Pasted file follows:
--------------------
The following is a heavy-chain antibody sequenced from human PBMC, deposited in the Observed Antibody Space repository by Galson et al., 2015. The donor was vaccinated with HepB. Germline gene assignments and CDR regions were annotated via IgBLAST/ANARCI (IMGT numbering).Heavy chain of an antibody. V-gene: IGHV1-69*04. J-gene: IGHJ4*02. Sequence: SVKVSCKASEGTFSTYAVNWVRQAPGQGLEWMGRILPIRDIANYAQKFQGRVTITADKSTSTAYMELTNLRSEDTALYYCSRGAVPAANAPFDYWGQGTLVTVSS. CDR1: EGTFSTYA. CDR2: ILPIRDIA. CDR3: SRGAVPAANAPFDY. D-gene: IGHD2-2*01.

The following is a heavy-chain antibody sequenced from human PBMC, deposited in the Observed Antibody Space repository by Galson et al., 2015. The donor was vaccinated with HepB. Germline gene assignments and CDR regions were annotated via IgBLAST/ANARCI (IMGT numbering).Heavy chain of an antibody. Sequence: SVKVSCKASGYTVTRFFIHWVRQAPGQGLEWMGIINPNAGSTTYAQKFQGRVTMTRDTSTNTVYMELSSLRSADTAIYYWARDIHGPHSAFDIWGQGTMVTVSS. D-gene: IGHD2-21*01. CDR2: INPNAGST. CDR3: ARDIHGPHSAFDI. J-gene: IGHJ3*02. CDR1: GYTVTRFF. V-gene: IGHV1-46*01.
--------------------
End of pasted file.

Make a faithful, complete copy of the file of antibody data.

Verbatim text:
The following is a heavy-chain antibody sequenced from human PBMC, deposited in the Observed Antibody Space repository by Galson et al., 2015. The donor was vaccinated with HepB. Germline gene assignments and CDR regions were annotated via IgBLAST/ANARCI (IMGT numbering).Heavy chain of an antibody. V-gene: IGHV1-69*04. J-gene: IGHJ4*02. Sequence: SVKVSCKASEGTFSTYAVNWVRQAPGQGLEWMGRILPIRDIANYAQKFQGRVTITADKSTSTAYMELTNLRSEDTALYYCSRGAVPAANAPFDYWGQGTLVTVSS. CDR1: EGTFSTYA. CDR2: ILPIRDIA. CDR3: SRGAVPAANAPFDY. D-gene: IGHD2-2*01.

The following is a heavy-chain antibody sequenced from human PBMC, deposited in the Observed Antibody Space repository by Galson et al., 2015. The donor was vaccinated with HepB. Germline gene assignments and CDR regions were annotated via IgBLAST/ANARCI (IMGT numbering).Heavy chain of an antibody. Sequence: SVKVSCKASGYTVTRFFIHWVRQAPGQGLEWMGIINPNAGSTTYAQKFQGRVTMTRDTSTNTVYMELSSLRSADTAIYYWARDIHGPHSAFDIWGQGTMVTVSS. D-gene: IGHD2-21*01. CDR2: INPNAGST. CDR3: ARDIHGPHSAFDI. J-gene: IGHJ3*02. CDR1: GYTVTRFF. V-gene: IGHV1-46*01.